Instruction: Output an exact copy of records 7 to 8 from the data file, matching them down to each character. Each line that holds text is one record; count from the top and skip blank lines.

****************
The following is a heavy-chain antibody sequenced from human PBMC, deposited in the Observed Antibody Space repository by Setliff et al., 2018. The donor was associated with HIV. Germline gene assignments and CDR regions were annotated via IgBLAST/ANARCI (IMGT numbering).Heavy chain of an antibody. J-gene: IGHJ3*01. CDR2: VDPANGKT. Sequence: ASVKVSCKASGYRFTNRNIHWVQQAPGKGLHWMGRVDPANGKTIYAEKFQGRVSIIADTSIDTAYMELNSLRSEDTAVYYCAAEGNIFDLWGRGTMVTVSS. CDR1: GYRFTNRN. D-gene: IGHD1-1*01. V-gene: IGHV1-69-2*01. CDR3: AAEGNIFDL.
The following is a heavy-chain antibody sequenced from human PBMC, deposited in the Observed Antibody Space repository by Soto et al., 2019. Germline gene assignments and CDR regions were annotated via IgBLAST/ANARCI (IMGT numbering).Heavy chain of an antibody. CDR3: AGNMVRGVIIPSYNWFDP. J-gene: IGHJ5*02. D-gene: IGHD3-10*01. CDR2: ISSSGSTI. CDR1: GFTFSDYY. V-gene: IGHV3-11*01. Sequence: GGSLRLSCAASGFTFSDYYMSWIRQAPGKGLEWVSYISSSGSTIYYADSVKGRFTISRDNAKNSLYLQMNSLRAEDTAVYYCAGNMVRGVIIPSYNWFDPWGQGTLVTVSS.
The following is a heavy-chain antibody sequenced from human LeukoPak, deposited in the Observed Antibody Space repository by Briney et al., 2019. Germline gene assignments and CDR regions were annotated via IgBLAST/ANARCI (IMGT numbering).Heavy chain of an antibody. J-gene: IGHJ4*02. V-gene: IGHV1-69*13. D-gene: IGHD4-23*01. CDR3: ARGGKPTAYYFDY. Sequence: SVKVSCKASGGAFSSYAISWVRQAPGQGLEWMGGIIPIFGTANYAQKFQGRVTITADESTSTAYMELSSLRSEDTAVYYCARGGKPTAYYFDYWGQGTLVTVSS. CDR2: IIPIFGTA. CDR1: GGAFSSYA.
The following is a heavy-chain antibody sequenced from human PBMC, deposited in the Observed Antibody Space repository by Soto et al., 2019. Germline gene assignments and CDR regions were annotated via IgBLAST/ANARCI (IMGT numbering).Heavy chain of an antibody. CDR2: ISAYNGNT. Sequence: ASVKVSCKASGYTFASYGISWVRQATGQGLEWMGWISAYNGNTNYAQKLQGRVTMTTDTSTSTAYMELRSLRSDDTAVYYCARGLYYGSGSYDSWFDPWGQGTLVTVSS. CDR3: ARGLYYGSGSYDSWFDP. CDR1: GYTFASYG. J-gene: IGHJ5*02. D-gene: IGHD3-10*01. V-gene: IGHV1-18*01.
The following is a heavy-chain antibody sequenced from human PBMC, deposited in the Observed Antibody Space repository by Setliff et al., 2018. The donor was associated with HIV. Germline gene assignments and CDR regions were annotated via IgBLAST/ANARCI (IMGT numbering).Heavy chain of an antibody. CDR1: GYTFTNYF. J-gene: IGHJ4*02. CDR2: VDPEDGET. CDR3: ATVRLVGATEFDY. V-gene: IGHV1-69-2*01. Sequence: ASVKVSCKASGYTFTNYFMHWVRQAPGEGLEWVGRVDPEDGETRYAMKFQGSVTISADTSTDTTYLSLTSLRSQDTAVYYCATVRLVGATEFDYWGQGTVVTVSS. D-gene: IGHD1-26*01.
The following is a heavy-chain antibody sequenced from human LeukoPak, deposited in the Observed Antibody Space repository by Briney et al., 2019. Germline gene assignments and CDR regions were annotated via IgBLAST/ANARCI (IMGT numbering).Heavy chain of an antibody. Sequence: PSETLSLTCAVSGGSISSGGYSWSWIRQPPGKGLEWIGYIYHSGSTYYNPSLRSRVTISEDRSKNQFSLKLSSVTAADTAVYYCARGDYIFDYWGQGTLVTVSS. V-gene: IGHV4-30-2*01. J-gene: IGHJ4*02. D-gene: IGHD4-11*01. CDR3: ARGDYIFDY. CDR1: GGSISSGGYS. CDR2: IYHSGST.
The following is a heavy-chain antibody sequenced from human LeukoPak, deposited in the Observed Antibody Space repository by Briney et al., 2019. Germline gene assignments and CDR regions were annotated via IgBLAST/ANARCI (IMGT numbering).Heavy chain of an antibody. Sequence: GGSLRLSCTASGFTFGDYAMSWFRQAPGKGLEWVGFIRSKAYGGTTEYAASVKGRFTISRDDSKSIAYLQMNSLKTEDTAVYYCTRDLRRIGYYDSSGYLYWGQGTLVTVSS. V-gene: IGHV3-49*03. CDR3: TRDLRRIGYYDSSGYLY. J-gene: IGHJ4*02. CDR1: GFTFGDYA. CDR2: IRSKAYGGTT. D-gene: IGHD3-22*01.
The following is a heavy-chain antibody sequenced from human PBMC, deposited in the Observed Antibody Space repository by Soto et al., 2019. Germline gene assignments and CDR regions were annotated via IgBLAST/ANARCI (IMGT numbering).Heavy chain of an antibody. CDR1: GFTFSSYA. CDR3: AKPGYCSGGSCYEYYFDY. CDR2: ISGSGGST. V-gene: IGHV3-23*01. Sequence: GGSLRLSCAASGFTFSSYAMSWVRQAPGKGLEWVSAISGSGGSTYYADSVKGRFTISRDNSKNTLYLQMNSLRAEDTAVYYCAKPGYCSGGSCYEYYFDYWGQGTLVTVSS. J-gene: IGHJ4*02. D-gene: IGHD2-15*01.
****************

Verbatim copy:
The following is a heavy-chain antibody sequenced from human LeukoPak, deposited in the Observed Antibody Space repository by Briney et al., 2019. Germline gene assignments and CDR regions were annotated via IgBLAST/ANARCI (IMGT numbering).Heavy chain of an antibody. Sequence: GGSLRLSCTASGFTFGDYAMSWFRQAPGKGLEWVGFIRSKAYGGTTEYAASVKGRFTISRDDSKSIAYLQMNSLKTEDTAVYYCTRDLRRIGYYDSSGYLYWGQGTLVTVSS. V-gene: IGHV3-49*03. CDR3: TRDLRRIGYYDSSGYLY. J-gene: IGHJ4*02. CDR1: GFTFGDYA. CDR2: IRSKAYGGTT. D-gene: IGHD3-22*01.
The following is a heavy-chain antibody sequenced from human PBMC, deposited in the Observed Antibody Space repository by Soto et al., 2019. Germline gene assignments and CDR regions were annotated via IgBLAST/ANARCI (IMGT numbering).Heavy chain of an antibody. CDR1: GFTFSSYA. CDR3: AKPGYCSGGSCYEYYFDY. CDR2: ISGSGGST. V-gene: IGHV3-23*01. Sequence: GGSLRLSCAASGFTFSSYAMSWVRQAPGKGLEWVSAISGSGGSTYYADSVKGRFTISRDNSKNTLYLQMNSLRAEDTAVYYCAKPGYCSGGSCYEYYFDYWGQGTLVTVSS. J-gene: IGHJ4*02. D-gene: IGHD2-15*01.